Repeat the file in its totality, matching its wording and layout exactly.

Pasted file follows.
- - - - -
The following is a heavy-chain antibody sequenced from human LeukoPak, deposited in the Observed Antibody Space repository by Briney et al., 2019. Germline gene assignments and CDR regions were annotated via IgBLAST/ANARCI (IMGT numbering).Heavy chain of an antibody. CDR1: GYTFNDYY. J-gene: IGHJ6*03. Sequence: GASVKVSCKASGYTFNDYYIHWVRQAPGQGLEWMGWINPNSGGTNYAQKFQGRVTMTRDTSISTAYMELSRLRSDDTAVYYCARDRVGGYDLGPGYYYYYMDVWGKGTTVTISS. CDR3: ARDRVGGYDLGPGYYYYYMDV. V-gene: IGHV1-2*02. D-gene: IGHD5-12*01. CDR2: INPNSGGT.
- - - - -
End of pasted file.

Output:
The following is a heavy-chain antibody sequenced from human LeukoPak, deposited in the Observed Antibody Space repository by Briney et al., 2019. Germline gene assignments and CDR regions were annotated via IgBLAST/ANARCI (IMGT numbering).Heavy chain of an antibody. CDR1: GYTFNDYY. J-gene: IGHJ6*03. Sequence: GASVKVSCKASGYTFNDYYIHWVRQAPGQGLEWMGWINPNSGGTNYAQKFQGRVTMTRDTSISTAYMELSRLRSDDTAVYYCARDRVGGYDLGPGYYYYYMDVWGKGTTVTISS. CDR3: ARDRVGGYDLGPGYYYYYMDV. V-gene: IGHV1-2*02. D-gene: IGHD5-12*01. CDR2: INPNSGGT.